ambivalence (n) - coexistence in one person of opposing feelings towards a thing or person. The related adjective is ambivalent.

amphibian (n) - an animal that can live on land as well as water, for example, a frog. Amphibians are a class of vertebrate (e.g. frogs) with an aquatic larval stage followed by a terrestrial adult stage. From amphibian we get the adjective amphibious, for example, an amphibious vehicle.

amphitheatre (n) - a circular unroofed building with tiers of seats surrounding a central space. The most spectacular amphitheatre in the world is Epidaurus (Epidavrus) in Greece. The theater is marveled for its exceptional acoustics. Tour guides have their groups scattered in the stands and show them how they can easily hear the sound of a match struck at center-stage.

Wednesday, August 6, 2008

pre (before)

pre comes from the Latin word prae meaning before. This prefix is used to mean 'before' in time, place, order, degree or importance.

Here is a selection of words using this prefix.

preamble (noun) - a preliminary statement.

preamplifier / preamp (noun) - an electronic device that amplifiers a weak signal (usually a microphone or record-player) to a level suitable for a power amplifier.

pre-arrange (verb) - arrange beforehand.

precaution (n) action taken beforehand to avoid risk or ensure a good result.

precede (verb) - come or go before in time, order or importance.

precedent (noun) - a legal term referring to a previous case taken as a guide for subsequent cases or justification. In more common use, a precedent is an action or behaviour that indicates a possible future action. For example, "Are you setting a precedent by arriving late this morning?".

prefix (noun) - a verbal element placed at the beginning of a word to qualify its meaning. For example, the opposite of a conformist is a non-conformist. In the previous sentence, non is the prefix.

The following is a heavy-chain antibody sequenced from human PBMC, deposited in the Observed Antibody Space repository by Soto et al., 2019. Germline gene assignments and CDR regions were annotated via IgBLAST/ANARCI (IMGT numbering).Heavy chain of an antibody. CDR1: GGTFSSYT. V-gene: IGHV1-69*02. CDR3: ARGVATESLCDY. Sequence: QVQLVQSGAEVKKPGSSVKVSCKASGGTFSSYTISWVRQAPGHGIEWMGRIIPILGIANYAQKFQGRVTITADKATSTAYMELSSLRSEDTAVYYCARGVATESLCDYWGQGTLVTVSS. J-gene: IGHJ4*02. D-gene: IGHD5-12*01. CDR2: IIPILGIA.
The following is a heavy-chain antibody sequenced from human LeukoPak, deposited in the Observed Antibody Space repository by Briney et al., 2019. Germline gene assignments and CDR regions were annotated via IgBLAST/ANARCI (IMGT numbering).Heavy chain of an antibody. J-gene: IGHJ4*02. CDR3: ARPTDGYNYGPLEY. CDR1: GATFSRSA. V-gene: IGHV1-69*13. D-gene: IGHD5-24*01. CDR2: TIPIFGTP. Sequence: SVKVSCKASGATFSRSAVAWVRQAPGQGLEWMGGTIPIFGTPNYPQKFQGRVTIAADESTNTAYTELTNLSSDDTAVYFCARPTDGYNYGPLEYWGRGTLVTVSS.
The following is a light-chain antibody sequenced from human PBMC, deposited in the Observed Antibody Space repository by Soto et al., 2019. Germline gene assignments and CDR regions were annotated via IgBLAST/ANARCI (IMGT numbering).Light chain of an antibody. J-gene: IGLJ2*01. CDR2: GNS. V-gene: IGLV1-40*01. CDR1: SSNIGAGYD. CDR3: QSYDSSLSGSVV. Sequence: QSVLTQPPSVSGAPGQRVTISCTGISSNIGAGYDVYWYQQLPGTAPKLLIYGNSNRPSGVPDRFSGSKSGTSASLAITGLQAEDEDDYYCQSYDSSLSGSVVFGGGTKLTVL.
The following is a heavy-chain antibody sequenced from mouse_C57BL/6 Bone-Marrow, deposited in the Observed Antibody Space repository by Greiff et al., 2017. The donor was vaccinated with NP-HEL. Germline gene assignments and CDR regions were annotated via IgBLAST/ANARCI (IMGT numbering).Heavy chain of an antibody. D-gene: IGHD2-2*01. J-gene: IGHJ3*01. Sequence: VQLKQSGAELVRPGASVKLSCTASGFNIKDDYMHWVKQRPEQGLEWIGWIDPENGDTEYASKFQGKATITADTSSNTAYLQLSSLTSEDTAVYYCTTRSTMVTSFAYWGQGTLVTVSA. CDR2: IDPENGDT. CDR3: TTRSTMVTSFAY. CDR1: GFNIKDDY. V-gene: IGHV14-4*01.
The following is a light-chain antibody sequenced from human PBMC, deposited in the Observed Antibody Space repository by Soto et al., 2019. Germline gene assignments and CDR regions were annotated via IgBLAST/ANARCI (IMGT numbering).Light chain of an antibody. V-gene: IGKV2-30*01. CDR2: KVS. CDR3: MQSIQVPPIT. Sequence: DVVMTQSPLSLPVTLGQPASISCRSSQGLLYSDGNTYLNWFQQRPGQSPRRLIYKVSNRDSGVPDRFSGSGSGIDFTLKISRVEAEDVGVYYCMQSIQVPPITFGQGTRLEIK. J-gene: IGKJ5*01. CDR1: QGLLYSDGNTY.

Misuse of the prefix in modern language.

I have noticed several misuses of pre when signwriters and copyeditors coin new words.

Medical insurance companies ask if you have have any pre-existing conditions. Surely they are asking what conditions you currently have that could affect the insurance policy?

Pre-exist is not in my dictionary. What is meant by pre-existing? Is it something that existed before but doesn't exist now?

When you are confronted by the pre-existing word, please ask the speaker if they meant existing.

Another popular word is pre-order. Retail advertising implores me to "pre-order my copy NOW!". Why can't I just order the product? Pre-ordering implies I place the order previous to the release of a product. Surely the phrase "order your copy NOW" carries the same meaning without the unnecessary burden of a prefix?

Tuesday, August 5, 2008

bene - well or good

bene means 'well' and comes from Latin.

Some words using bene are:

benediction - to speak well of

benefaction - to do good. This word use the Latin word facere which means 'to do'

beneficent (adjective). Doing or producing good, especially performing acts of kindness and charity

beneficial (adj). Conducive to personal or social well being. This word is based on the Latin beneficium meaning favor or benefit.

benefit. (n) Something that promotes well-being or useful. benfet is the neutral form of bene factus so you can see how the words benefit and benefactor are closely related.